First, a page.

International — 23 May 2014 — by Rowland A. Parks

Two Guatemalan nationals who were indicted for murder and were on trial in the Southern session of the Supreme Court were acquitted when Justice Dennis Hanomansingh upheld no case to answer submissions from the accused men’s attorneys.

Adelso Picon Rodriguez and Nilo Morales Valdez were accused of the March 2010 murder of Valentin Duarte, who was shot in Cowpen in the Stann Creek District.

Duarte was shot on March 19 and succumbed to his injuries five days later, on March 24, while he was undergoing treatment at the Karl Heusner Memorial Hospital.

The case was prosecuted by Senior Crown Counsel Linbert Willis, who called eight witnesses to testify in the Crown’s case that was heard by Justice Hanomansingh, sitting without a jury.

The prosecution’s main witness was the wife of the deceased, who was the only eyewitness to her husband’s shooting.

But the identification evidence presented by the prosecution was insufficient to secure the men’s conviction, because Duarte’s wife failed to give the police a proper description of the men who shot her husband.

Only the two accused men were charged. When the shooting occurred, however, a third man was present, but Duarte’s wife made no mention of that person, who allegedly, was the actual shooter.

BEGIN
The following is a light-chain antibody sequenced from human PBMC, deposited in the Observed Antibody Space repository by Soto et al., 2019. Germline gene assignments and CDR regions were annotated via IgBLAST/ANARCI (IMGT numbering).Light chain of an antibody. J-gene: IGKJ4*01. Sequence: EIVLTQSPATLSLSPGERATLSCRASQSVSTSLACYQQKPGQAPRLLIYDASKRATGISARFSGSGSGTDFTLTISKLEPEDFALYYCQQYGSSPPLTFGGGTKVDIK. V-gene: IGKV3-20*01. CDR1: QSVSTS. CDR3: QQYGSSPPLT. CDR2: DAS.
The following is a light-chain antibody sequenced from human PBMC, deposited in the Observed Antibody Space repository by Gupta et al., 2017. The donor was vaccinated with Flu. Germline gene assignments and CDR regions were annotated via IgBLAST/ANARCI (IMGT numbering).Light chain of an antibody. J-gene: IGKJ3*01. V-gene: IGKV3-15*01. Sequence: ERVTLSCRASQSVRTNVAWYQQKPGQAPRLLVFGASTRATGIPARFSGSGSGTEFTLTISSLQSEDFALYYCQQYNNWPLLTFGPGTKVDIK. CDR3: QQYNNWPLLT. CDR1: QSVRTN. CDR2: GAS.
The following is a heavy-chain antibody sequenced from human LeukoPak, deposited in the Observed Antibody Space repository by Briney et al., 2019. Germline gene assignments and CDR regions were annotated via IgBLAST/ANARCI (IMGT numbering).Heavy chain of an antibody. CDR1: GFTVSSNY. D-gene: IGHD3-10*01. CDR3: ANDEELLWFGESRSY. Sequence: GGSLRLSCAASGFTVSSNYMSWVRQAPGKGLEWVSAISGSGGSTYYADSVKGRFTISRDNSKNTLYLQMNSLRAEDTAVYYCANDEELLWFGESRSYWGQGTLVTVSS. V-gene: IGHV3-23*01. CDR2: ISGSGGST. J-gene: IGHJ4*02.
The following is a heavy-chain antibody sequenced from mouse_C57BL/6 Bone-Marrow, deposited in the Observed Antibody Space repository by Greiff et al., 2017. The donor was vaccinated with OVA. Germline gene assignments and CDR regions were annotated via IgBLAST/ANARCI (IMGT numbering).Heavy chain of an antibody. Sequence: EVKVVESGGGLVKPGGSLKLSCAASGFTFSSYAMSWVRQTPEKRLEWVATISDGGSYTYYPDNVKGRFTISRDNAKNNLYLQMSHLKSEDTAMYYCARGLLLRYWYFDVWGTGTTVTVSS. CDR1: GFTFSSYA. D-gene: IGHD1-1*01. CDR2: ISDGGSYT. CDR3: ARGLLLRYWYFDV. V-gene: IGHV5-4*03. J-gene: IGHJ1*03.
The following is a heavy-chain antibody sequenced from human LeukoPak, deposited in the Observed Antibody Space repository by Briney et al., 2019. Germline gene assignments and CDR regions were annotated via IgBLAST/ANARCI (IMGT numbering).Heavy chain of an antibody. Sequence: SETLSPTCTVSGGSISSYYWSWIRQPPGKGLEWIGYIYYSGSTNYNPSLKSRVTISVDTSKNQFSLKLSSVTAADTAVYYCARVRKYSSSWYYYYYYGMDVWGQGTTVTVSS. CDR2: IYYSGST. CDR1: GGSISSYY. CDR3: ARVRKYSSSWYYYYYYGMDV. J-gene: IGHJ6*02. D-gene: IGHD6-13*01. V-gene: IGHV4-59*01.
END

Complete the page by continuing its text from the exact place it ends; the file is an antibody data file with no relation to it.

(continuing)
Furthermore, she only gave a vague description of the two accused, Rodriguez and Valdez, saying that the men spoke Spanish and one was of Mayan descent, and mentioning the kind of clothing they were wearing.

She had attended an identification parade and picked out the two men.

But under cross-examination by Rodriguez’s attorney Michelle Trapp-Zuniga, she admitted that police showed her a picture of Rodriguez and told her his name.

Trapp-Zuniga, in her no-case submission, argued that the identification of her client was flawed and was a nullity on several grounds, because his identification by the prosecution’s key witness was tainted.

Police, Trapp-Zuniga argued, had violated several rules for conducting a proper identification parade.

Trapp-Zuniga further submitted that the deceased man’s wife made her observation of the accused persons in difficult circumstances.

The witness told the court that when she heard the shot, she saw her wounded husband running towards her and that there were three men behind him.

She testified that before the shooting occurred, there were two men at her shop and they were talking to her husband about a land that he (her husband) was selling, and that she saw them for ten minutes at a distance of about six feet.

In their caution statement to police, the two men admitted to being at the shop to discuss the piece of land the murdered victim was selling, because they wanted to see the land. But they did not implicate themselves in his murder.

Justice Hanomansingh accepted the no-case submission made on behalf of Adelso Picon Rodriguez as it related to identification, and as such, both accused were acquitted from the murder indictment.

Attorney Jeremy Courtenay represented Nilo Valdez. He also made a no case to answer submission, which was upheld by the judge.

Share

About Author